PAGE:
Up to half a million children around the world are going blind every year due to a lack of vitamin A in their diets. In East Africa, plant scientists are working to biofortify a common crop, sorghum, to tackle this problem.
According to the World Health Organization, vitamin A deficiency — which afflicts 250 million children worldwide — is the leading cause of preventable blindness in children and increases the risk of disease and death from severe infections. It is a public health problem in more than half the world’s nations, especially in Africa and Southeast Asia, affecting young children and pregnant women in low-income countries the hardest.
Genetically-modifying crops to prevent vitamin deficiency
In Kenya, scientists are tackling this problem by developing biofortified sorghum, a staple crop that has been genetically modified to contain higher levels of vitamin A. More than 300 million sub-Saharan Africans depend on sorghum as their primary calorie source. Its drought- and heat-tolerant properties mean it is a vital crop in drought-prone countries, where irrigation is not always accessible or affordable. Improving the nutritional level of staple crops can provide both food and nutritional security.
The Africa Biofortified Sorghum, or ABS, project is a public-private partnership established to tackle chronic vitamin A deficiency in children, as well as improve levels of zinc and iron. If it gets commercial approval, it will be the first-ever biotech sorghum on the market. Like Golden Rice, biofortified sorghum is a cutting-edge approach to food security and quality.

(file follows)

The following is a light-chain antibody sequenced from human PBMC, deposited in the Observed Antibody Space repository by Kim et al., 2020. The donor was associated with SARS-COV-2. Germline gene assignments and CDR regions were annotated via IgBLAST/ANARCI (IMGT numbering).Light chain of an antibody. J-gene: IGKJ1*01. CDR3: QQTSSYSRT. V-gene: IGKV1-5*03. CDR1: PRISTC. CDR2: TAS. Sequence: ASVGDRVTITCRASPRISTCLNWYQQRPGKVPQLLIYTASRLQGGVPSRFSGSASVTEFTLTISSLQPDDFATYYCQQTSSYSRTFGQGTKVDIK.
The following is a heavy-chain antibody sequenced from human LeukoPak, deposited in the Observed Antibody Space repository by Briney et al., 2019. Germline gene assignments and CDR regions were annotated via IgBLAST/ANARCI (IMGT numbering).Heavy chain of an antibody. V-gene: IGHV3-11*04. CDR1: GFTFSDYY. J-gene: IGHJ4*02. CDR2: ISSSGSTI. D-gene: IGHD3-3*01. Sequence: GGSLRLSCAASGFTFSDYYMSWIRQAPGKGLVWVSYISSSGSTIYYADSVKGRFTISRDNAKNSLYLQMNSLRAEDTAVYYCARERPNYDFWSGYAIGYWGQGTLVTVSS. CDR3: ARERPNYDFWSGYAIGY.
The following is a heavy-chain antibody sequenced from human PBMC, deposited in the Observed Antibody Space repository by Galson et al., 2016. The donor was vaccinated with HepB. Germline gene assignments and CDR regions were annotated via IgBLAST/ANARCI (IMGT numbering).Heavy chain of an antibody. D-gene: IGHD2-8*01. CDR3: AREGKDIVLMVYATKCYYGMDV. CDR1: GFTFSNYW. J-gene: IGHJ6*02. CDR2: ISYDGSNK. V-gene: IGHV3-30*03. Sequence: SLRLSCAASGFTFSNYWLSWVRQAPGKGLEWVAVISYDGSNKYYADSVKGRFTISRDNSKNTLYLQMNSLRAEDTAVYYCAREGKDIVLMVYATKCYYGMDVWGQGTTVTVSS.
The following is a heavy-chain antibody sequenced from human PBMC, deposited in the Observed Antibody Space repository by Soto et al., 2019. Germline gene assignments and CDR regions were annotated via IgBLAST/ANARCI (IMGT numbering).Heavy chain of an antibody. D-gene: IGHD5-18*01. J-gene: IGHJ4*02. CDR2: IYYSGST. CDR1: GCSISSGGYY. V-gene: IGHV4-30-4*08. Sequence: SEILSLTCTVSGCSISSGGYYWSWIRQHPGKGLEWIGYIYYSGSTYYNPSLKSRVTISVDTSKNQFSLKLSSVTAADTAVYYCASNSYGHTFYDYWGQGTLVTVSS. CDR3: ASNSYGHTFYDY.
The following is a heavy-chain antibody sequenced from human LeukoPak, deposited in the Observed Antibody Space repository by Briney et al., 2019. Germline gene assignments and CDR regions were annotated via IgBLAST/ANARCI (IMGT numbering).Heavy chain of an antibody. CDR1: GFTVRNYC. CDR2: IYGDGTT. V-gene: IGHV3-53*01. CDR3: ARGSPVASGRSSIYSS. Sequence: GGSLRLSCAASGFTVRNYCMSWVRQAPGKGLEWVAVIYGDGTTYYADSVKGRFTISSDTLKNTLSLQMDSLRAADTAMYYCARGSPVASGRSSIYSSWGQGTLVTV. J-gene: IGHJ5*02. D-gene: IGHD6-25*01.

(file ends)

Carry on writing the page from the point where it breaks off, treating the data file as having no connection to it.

Sorghum is indigenous, so it is easy to introduce to farmers
In terms of tonnage, sorghum is Africa’s second most important cereal and because it originated in east Africa, Africans know how to plant, cook and eat it. Dr Titus Magomere, a lecturer in biotechnology at Kenyatta University, is one of 70 scientists involved in the ABS project. He says it is the obvious crop to focus on.
“With the work that I am doing with biofortified sorghum, we are not trying to change the way people live, we are just improving the available nutrients in what they already have,” he said.
“This is the first step,” he explained. “The second step has been to increase availability of iron and zinc and this has been done by reducing the levels of a protein that binds iron and zinc in the plants. We hope once the product is ready, a meal of sorghum, which will be available to the local farmers, will reduce nutritional deficiencies significantly.”
Farmers like Dorothy Warubua from Kenya are hoping to take these scientific advancements from the lab to the fields.
“Sorghum needs very little rain. If you plant sorghum and maize at the same time, the sorghum will succeed but the maize often will not — so that’s why we prefer sorghum,” says Warubua.
A reliable harvest also means a more secure source of nutrition and income for farmers and their families.
With people like Warubua growing food for her community, and Magomere enhancing micronutrients in staple crops, the chronic nutritional deficiencies that haunt millions of African children can start to be addressed.
Read more stories from extraordinary scientists and farmers that are working to feed and nourish the world at food-heroes.org